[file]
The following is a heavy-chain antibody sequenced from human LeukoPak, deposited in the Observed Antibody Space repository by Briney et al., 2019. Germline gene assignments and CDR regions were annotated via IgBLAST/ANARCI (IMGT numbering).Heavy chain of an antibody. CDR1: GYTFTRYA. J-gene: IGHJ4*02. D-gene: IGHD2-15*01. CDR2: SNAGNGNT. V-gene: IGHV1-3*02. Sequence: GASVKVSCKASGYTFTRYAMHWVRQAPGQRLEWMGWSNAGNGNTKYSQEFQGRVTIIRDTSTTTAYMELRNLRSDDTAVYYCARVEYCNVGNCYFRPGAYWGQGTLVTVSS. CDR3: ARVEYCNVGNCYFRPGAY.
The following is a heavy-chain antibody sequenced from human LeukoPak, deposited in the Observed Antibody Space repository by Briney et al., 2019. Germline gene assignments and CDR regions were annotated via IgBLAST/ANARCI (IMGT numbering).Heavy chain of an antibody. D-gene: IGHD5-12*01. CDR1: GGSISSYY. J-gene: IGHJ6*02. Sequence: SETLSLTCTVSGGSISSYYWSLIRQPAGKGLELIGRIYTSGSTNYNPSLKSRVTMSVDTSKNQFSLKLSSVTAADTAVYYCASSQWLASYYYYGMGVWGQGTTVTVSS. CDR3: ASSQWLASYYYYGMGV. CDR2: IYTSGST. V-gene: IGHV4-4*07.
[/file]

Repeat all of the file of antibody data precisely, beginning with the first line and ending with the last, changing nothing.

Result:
The following is a heavy-chain antibody sequenced from human LeukoPak, deposited in the Observed Antibody Space repository by Briney et al., 2019. Germline gene assignments and CDR regions were annotated via IgBLAST/ANARCI (IMGT numbering).Heavy chain of an antibody. CDR1: GYTFTRYA. J-gene: IGHJ4*02. D-gene: IGHD2-15*01. CDR2: SNAGNGNT. V-gene: IGHV1-3*02. Sequence: GASVKVSCKASGYTFTRYAMHWVRQAPGQRLEWMGWSNAGNGNTKYSQEFQGRVTIIRDTSTTTAYMELRNLRSDDTAVYYCARVEYCNVGNCYFRPGAYWGQGTLVTVSS. CDR3: ARVEYCNVGNCYFRPGAY.
The following is a heavy-chain antibody sequenced from human LeukoPak, deposited in the Observed Antibody Space repository by Briney et al., 2019. Germline gene assignments and CDR regions were annotated via IgBLAST/ANARCI (IMGT numbering).Heavy chain of an antibody. D-gene: IGHD5-12*01. CDR1: GGSISSYY. J-gene: IGHJ6*02. Sequence: SETLSLTCTVSGGSISSYYWSLIRQPAGKGLELIGRIYTSGSTNYNPSLKSRVTMSVDTSKNQFSLKLSSVTAADTAVYYCASSQWLASYYYYGMGVWGQGTTVTVSS. CDR3: ASSQWLASYYYYGMGV. CDR2: IYTSGST. V-gene: IGHV4-4*07.